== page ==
I got flipped the bird today. Somebody gave me the finger. I was in traffic, attempting to be a gentleman, and somebody flipped me off.
It was shocking. Here I am, trying to help somebody out, demonstrating basic human empathy, and I am suddenly presented with the unrepentant middle finger of a cantankerous old woman driving a purple minivan.
She also called me “jackass.”
That hurt my feelings.
Commuting to campus can be quite the adventure.
I’ve been flipped off, late and even lost. I’ve traversed detours, witnessed accidents and one time I got in a street race with a garbage truck.
I’ve experienced victory and defeat.
I’ve coasted through mysterious Akron neighborhoods, searching for a gas station only to have my car tap out four miles from the nearest Circle K.
I have jogged four miles, in the rain, just to find out that a homeless man lied to me.
I’ve been given a free container of fuel by a kindly gas station attendant/possible pimp who then gave me a ride back to my car.
Even the day I started writing this article was standard fare.
I awoke, decided it didn’t matter whether I showered, contemplated dropping out of school and jumped in the car.
There was an accident on I-77 but that’s not unusual. I was on Route 8 and it was packed in, bumper to bumper, which is unusual.
As it turns out, the closer you get to campus, the less intelligent the average driver becomes. There was a van in the middle lane trying to get to the Fountain Street exit.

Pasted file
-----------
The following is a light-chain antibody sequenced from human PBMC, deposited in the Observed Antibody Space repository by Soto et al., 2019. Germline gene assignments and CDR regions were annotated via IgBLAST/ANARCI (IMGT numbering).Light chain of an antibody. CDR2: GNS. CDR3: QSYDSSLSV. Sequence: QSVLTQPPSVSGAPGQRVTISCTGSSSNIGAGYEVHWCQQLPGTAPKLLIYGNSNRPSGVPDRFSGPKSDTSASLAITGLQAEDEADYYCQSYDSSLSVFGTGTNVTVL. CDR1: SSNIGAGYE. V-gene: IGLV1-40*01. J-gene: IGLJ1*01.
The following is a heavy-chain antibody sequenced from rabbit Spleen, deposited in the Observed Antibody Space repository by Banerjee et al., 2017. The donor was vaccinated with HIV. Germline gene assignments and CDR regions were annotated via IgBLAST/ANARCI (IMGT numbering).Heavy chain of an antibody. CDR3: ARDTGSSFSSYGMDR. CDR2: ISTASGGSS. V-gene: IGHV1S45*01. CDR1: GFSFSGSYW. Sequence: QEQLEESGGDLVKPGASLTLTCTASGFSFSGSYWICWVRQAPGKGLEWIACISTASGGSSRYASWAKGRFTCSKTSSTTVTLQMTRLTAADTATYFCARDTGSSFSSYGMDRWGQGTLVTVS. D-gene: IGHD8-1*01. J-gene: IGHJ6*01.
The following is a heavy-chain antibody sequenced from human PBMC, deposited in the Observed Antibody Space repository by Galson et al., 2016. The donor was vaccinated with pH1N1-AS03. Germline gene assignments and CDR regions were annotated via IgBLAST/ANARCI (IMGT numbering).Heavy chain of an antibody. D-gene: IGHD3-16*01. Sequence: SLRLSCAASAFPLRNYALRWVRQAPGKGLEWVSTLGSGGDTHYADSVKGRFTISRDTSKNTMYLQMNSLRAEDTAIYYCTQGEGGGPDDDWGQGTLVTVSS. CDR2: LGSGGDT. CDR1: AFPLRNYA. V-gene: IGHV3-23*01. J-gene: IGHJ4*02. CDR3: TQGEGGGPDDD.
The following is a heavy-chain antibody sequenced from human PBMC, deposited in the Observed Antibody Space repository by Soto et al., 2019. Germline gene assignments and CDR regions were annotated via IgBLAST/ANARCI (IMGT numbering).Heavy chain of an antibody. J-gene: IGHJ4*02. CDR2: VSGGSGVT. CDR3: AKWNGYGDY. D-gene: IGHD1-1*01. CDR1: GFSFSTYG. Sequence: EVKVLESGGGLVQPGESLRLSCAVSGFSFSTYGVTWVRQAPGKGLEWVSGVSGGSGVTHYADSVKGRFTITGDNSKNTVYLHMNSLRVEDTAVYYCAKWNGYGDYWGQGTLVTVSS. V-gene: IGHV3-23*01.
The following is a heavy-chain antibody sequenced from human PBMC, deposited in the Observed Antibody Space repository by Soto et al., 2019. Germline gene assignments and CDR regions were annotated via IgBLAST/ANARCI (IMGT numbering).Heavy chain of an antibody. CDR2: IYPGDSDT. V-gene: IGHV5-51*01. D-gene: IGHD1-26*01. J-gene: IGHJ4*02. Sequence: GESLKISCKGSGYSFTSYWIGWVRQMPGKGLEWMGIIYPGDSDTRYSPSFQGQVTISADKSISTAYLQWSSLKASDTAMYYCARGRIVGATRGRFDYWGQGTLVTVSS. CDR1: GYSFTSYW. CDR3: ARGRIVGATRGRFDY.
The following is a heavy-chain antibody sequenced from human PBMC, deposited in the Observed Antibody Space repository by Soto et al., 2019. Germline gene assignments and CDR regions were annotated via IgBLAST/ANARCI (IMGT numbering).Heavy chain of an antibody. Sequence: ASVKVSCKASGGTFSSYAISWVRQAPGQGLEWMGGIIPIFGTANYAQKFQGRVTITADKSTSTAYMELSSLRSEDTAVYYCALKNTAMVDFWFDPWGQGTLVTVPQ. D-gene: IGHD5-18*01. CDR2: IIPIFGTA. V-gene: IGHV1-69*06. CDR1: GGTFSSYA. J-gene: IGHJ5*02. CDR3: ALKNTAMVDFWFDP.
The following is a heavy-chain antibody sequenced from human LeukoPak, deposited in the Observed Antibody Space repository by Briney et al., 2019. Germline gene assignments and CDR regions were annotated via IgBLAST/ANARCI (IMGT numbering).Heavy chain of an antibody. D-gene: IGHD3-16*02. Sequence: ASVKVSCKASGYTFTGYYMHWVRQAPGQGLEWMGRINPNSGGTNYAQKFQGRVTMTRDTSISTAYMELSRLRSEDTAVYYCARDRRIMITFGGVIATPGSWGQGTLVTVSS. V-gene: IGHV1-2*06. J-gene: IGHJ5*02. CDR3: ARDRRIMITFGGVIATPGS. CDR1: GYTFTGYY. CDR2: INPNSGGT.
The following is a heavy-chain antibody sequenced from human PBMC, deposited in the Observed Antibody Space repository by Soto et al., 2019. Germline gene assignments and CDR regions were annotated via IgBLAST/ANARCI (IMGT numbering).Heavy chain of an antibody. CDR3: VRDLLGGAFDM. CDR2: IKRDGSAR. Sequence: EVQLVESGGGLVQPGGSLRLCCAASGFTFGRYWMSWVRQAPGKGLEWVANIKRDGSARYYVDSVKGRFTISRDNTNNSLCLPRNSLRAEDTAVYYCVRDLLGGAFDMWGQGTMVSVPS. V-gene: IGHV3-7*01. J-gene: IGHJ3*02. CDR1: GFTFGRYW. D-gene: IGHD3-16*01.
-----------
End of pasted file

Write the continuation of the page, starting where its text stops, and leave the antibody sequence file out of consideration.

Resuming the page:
I recognized that if I didn’t let her in that she wouldn’t make it, so I left room for her in front on me.
But she didn’t seem sure if I was going to let her in. We made eye contact and I gave her a thumbs-up.
She gave me the finger.
She stuck it out her window as she pulled in front of me and kept it out there until we reached Carroll Street. We made eye contact again when I pulled up beside her.
Exasperated, I mouthed, “why?”
She rolled down her window as the light changed and, pulling away, I heard a high-pitched, “Jackass!” ring out above the racket of the traffic.
Rude. I mean, she’s not wrong. I am a jackass.
But she had no way of knowing that.
I don’t have the best luck on the road but commuting is still worth it.
I live at home (ladies) and it just makes more fiscal sense. Despite all the obstacles, it is the best option for many students.
Yes, gas is expensive. You have to wake up earlier than most; earlier still if you want to park on this side of the equator. The traffic is terrifying and you get to do it all again when you go home.
But there are some advantages.
It’s a quiet time to mentally prepare for your day. You get to keep all your stuff in your car when you’re not using it.
And if that doesn’t stuff your egg roll, it doesn’t cost anywhere from $6,956 (Bulger Suite) to $9,308 (Exchange Apartment) an academic year. It costs much less, obviously.
Let’s be honest, I mean, you’ve read the article.
If I could afford to live on campus without selling MY kidneys and YOUR kidneys, I would. Commuting is awful!
But it’s also much less expensive and it doesn’t matter how many people give me attitude and sass, I’ll always take the choice that costs the least.
I guess the moral of the story is this: Don’t get in a race with a garbage truck; they’re much faster than they look.